Friday, December 28, 2012

Go Slow and Don't Yo-Yo! (When it comes to weight loss)

It’s the beginning of a New Year, and we all know that means tons of New Year’s resolutions, which typically revolve around losing weight, starting an exercise program, and/or trying to eliminate unhealthy habits. Too many people give up on healthy eating and exercise during December and give themselves the freedom to gain a few pounds during the holidays. Many think: “Oh I will just lose the weight in January.” While you may be the type of person that knows you will be successful at losing the weight come January, you are also probably like the majority of people that end up gaining back that weight by the following December (since you know for a fact you can lose it- you must have lost, regained, and lost before, right?). If you think a few pound weight fluctuation isn’t a big deal, think again! A new study out of Wake Forest found that post-menopausal women who lose weight and gain some (even just a mere 5 lbs!) of it back increase their risk for heart disease and diabetes.

In the study, 80 obese women lost 25 pounds on average over 5 months, which significantly improved their cardiovascular disease (CVD) and diabetes risk factors. A year later, 2/3 of the women had regained at least 4 lbs, with most of them regaining over 17 pounds. The researchers found that for women who regained just some weight returned to their baseline level of risk factors for CVD, and specifically, diabetes risk factors got worse- and they didn’t even regain ALL the weight they initially lost! Daniel Beavers, one of the researchers for the study stated:

Women who regained 4.4 pounds or more in the year following the weight-loss intervention had several worsened cardiovascular and diabetes risk factors [. . .] What was striking about the women who regained weight was that although they did not return to their full baseline weight on average -- women only regained about 70 percent of lost weight -- several chronic disease risk factors were right back at baseline values and in some cases, particularly for the diabetic risk factors, slightly worse than baseline values [. . .] Meanwhile, women who maintained their weight loss a year later managed to preserve most of the benefits.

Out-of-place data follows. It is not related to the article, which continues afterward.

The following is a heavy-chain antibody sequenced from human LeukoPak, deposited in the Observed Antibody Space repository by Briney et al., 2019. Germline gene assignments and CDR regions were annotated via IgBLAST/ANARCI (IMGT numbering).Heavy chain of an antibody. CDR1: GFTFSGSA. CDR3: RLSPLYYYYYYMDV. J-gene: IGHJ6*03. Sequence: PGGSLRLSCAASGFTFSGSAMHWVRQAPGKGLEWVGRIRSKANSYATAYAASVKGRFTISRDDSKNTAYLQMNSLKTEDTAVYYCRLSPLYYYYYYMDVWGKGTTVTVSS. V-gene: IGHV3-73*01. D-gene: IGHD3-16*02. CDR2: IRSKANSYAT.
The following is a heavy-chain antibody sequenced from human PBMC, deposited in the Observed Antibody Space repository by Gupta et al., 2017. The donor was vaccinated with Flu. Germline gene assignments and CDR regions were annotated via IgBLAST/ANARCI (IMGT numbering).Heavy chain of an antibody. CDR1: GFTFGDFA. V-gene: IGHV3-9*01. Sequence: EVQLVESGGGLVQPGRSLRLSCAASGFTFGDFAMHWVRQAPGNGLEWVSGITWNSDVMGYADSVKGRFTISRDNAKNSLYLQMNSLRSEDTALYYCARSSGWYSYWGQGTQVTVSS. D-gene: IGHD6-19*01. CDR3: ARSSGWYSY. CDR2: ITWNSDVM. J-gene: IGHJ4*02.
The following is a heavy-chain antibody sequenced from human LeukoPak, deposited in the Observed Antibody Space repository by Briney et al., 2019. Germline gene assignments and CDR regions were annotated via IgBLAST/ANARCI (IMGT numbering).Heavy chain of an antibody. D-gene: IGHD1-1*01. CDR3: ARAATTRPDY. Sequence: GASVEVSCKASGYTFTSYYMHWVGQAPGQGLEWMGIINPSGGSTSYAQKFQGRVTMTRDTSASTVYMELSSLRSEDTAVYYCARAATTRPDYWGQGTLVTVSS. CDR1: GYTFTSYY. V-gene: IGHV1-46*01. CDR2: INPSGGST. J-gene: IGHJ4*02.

So, the message is clear: if you are going to lose weight, you better be 100% motivated to stick with that lifestyle forever. You need to change your eating and exercise habits to keep the weight off for good, or you may end up just hurting yourself in the end (by getting diabetes or having a heart attack!). There are even studies showing that when people lose and regain, more of that weight gained back is fat as compared to the baseline level.This is yet more proof why diets don’t work!

My recommendation: Vow never to give yourself permission to gain weight or to go on “a diet” again. You must be committed to following a healthy lifestyle and keeping the weight off for good. Try to maintain your weight during holidays and vacations, and do not lose weight if you are not 100% devoted to keeping it off. If you think rationally, it just doesn’t make sense that it would be okay to overindulge and be sedentary for a period of time, then soon after to go on a strict diet and exercise regime. Extremes are never healthy, so practice “everything in moderation” and ask yourself whether you are really motivated to change your lifestyle FOR GOOD!


Daniel Beavers, Ph.D., assistant professor, department of biostatistics, Public Health Sciences, Wake Forest University School of Medicine, Winston-Salem, N.C.; Gregg Fonarow, M.D., spokesman, American Heart Association, and professor, cardiology, University of California, Los Angeles; Samantha Heller, M.S., R.D., exercise physiologist and clinical nutrition coordinator, Center for Cancer Care, Griffin Hospital, Derby, Conn.; Dec. 13, 2012,Journal of Gerontology: Medical Sciences, online

Reinberg, Stephen. "Yo-Yo Dieting Can Hurt the Heart, Study Finds." Yo-Yo Dieting Can Hurt the Heart, Study Finds. HealthDay, 13 Dec. 2012. Web. 20 Dec. 2012.

Friday, December 21, 2012

Choose your Holiday Cocktails Wisely!

One thing about the holidays is that there are countless parties and family gatherings. Besides tacking on extra calories from mindlessly eating, alcohol can contribute hundreds of barely noticeable calories. Below I list the average calorie content of the average drink. Take a look at the booze you like to choose, and then also notice the serving size. Now think about how much (compared to the serving size) and how many you may consume at a party… then do the calorie math. You could tack on 500+ calories to that 1200 calorie appetizer, dinner & dessert depending on how much of a boozehound you are.


If you don’t drink alcohol: that is fantastic and your liver thanks you! Be sure to drink non-caloric items such as water, unsweetened iced tea, club soda, or diet soda.
 If you do drink alcohol: I recommend drinking water WITH each drink and IN BETWEEN each drink (hydration is key to preventing hangovers… and important to decrease calorie consumption). Stick with light beers, use non-caloric mixers like Diet Coke or club soda (tonic has calories!!!), and AVOID holiday punches and especially egg nog (see nutritional info above!!!).